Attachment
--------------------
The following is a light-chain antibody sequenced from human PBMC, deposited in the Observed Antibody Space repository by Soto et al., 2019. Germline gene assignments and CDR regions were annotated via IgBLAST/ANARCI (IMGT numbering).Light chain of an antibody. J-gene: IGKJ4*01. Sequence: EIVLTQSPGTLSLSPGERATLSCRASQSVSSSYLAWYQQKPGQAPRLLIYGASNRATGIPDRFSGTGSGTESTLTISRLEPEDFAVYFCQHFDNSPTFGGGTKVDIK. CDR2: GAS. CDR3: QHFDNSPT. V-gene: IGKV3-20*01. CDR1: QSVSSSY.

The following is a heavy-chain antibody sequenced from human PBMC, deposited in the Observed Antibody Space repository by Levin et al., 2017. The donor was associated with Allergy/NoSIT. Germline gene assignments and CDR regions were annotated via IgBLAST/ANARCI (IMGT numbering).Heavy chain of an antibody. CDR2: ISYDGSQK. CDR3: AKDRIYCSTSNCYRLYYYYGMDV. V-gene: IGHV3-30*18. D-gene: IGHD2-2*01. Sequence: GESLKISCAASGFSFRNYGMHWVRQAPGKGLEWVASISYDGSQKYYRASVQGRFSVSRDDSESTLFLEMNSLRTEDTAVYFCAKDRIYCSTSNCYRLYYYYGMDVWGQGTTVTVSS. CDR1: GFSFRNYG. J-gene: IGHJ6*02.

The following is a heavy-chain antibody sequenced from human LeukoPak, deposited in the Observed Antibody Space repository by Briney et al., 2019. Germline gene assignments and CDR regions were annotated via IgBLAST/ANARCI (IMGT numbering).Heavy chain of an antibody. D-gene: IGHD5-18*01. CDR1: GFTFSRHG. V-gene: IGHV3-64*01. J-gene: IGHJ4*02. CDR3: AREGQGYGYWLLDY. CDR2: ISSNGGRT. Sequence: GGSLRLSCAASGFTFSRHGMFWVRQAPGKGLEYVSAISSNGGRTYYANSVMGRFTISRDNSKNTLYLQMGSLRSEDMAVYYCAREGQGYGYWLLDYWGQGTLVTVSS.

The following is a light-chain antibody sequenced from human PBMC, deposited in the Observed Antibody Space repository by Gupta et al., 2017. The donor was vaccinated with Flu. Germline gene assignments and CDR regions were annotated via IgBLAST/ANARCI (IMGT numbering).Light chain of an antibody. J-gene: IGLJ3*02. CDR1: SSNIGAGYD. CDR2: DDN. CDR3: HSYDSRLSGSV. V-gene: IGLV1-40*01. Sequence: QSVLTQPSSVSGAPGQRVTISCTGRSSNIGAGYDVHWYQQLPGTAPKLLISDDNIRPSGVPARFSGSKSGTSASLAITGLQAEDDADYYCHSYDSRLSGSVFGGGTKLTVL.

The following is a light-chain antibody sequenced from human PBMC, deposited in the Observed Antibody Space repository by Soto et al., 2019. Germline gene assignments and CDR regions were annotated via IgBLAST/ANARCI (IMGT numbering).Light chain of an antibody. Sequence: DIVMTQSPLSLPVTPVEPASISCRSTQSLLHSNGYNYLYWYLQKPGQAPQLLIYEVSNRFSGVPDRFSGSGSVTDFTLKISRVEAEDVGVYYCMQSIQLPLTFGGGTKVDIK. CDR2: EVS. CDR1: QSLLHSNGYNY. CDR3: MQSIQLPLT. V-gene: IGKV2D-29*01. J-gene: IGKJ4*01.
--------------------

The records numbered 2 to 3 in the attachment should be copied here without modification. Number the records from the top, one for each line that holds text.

The following is a heavy-chain antibody sequenced from human PBMC, deposited in the Observed Antibody Space repository by Levin et al., 2017. The donor was associated with Allergy/NoSIT. Germline gene assignments and CDR regions were annotated via IgBLAST/ANARCI (IMGT numbering).Heavy chain of an antibody. CDR2: ISYDGSQK. CDR3: AKDRIYCSTSNCYRLYYYYGMDV. V-gene: IGHV3-30*18. D-gene: IGHD2-2*01. Sequence: GESLKISCAASGFSFRNYGMHWVRQAPGKGLEWVASISYDGSQKYYRASVQGRFSVSRDDSESTLFLEMNSLRTEDTAVYFCAKDRIYCSTSNCYRLYYYYGMDVWGQGTTVTVSS. CDR1: GFSFRNYG. J-gene: IGHJ6*02.

The following is a heavy-chain antibody sequenced from human LeukoPak, deposited in the Observed Antibody Space repository by Briney et al., 2019. Germline gene assignments and CDR regions were annotated via IgBLAST/ANARCI (IMGT numbering).Heavy chain of an antibody. D-gene: IGHD5-18*01. CDR1: GFTFSRHG. V-gene: IGHV3-64*01. J-gene: IGHJ4*02. CDR3: AREGQGYGYWLLDY. CDR2: ISSNGGRT. Sequence: GGSLRLSCAASGFTFSRHGMFWVRQAPGKGLEYVSAISSNGGRTYYANSVMGRFTISRDNSKNTLYLQMGSLRSEDMAVYYCAREGQGYGYWLLDYWGQGTLVTVSS.